Guidance counselors and teachers are the latest pawns in the fight over Question 6, the abortion law requiring voter approval -- and a "yes" vote on the November ballot. Opponents of the law charge that it would allow counselors and teachers to profit from arranging abortions for students. The charge is simply wrong -- but that has not stopped opponents from repeating it.
Let's get this straight: Question 6 does not legalize "profit-making referral fees," as one current television ad financed by the anti-abortion rights coalition maintains. Maryland law specifically states that physicians can lose their license to practice medicine if they profit in any way from soliciting patients. The prohibition extends to anyone acting on behalf of the physician -- such as a clinic where abortions are performed. Any teacher or counselor who attempted to profit from a student's abortion would violate the ethical standards governing his or her profession and would be subject to discipline, up to and including dismissal. Moreover, it's a phony issue. The law on referrals isn't changed by this law. Opponents have been unable to come up with a single case in the post-Roe years in which a referral fee to a guidance counselor, teacher or anyone else has been a factor in an abortion.
Question 6 would supersede a 1975 law, which required that any non-profit abortion referral service must be registered with the state health department. (For-profit referrals were already illegal). also prohibited any fee-splitting or kickbacks for abortion referrals.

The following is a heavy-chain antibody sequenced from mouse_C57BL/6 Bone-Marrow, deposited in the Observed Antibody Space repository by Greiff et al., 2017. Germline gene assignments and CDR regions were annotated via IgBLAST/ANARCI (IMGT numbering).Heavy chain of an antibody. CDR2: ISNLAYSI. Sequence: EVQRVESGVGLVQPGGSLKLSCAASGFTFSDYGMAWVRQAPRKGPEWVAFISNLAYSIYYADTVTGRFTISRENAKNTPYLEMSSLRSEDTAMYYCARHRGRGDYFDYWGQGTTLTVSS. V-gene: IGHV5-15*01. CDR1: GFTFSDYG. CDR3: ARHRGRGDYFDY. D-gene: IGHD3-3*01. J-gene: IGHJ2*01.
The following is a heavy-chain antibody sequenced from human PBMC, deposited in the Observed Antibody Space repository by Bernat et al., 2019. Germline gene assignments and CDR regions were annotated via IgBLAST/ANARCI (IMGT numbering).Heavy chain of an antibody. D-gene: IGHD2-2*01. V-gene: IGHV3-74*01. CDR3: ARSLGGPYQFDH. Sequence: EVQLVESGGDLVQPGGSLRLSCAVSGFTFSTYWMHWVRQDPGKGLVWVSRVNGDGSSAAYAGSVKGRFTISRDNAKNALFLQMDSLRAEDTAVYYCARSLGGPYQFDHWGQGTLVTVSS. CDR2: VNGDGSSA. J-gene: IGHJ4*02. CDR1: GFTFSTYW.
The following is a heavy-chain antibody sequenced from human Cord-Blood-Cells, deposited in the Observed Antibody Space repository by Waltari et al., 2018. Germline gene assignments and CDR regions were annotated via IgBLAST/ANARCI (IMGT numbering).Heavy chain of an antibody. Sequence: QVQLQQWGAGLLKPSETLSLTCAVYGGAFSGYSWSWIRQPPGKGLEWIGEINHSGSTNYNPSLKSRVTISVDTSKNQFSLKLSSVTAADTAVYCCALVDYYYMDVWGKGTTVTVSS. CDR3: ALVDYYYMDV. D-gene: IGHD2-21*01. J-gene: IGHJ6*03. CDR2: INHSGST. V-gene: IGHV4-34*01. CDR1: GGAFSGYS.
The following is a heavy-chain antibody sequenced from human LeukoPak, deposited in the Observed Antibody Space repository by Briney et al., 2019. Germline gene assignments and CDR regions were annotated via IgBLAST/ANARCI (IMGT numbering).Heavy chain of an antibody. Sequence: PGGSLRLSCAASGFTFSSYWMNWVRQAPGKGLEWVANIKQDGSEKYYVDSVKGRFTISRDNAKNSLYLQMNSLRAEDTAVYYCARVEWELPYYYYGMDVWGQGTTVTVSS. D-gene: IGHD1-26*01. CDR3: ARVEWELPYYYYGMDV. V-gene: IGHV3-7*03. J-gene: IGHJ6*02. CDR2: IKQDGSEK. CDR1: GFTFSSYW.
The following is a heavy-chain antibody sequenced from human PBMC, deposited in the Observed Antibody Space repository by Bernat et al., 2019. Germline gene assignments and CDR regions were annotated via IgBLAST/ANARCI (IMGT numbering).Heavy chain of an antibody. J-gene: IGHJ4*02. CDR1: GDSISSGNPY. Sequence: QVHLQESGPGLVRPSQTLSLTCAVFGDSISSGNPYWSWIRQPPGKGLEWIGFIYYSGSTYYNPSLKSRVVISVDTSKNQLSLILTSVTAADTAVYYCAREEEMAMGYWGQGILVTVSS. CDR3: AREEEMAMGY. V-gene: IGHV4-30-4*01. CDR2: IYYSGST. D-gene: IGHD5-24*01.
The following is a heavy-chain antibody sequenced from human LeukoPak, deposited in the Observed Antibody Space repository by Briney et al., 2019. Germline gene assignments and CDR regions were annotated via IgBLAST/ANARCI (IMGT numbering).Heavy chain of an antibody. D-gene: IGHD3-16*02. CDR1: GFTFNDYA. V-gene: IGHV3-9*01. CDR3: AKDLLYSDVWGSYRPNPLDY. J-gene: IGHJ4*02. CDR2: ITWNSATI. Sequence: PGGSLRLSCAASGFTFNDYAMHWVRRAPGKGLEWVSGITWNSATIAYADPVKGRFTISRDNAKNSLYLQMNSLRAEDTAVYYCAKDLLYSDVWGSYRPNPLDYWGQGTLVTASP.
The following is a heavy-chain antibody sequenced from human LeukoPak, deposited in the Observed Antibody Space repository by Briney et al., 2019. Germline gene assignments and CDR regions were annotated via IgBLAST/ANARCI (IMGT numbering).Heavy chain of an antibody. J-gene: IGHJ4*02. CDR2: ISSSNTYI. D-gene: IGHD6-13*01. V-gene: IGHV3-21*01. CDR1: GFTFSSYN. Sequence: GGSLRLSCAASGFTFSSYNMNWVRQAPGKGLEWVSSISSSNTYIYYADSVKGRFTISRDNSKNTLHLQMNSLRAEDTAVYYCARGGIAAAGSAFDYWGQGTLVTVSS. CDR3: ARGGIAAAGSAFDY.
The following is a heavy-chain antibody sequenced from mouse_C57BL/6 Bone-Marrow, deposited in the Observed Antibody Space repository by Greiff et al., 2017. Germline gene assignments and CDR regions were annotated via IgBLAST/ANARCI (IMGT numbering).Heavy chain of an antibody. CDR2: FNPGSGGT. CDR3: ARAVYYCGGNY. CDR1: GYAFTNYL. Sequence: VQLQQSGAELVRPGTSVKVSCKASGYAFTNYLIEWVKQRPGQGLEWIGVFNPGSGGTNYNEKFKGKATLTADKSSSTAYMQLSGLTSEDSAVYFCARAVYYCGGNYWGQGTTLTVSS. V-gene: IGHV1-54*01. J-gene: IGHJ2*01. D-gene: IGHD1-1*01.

Opponents of Question 6 contend that the date of that law -- after the Supreme Court legalized abortions in 1973 -- indicates that the court decision did not put an end to problems with kickbacks for abortion referrals. But a check of the history of this legislation suggests that, too, is not true. A note attached to the legislation pointed out that this provision of the law was superfluous because such kickbacks were already illegal in Maryland.
Maryland did have a problem with unscrupulous referral services in the early 1970s, before Roe vs. Wade. News reports at the time indicate that one shady outfit was collecting a couple of hundred dollars from women seeking abortions -- and simply referring them to clinics in Washington, D.C., and New York, where abortion was more widely available than in Maryland.
The profit went out of abortion referral services when abortion became legal, safe and accessible. If Question 6 is defeated, and if the Supreme Court overturns Roe vs. Wade, unscrupulous referral services will almost surely sprout up again.
That is an important point for voters to remember while trying to sorting out fact from fiction in this abortion referendum. Vote "yes" on Nov. 3.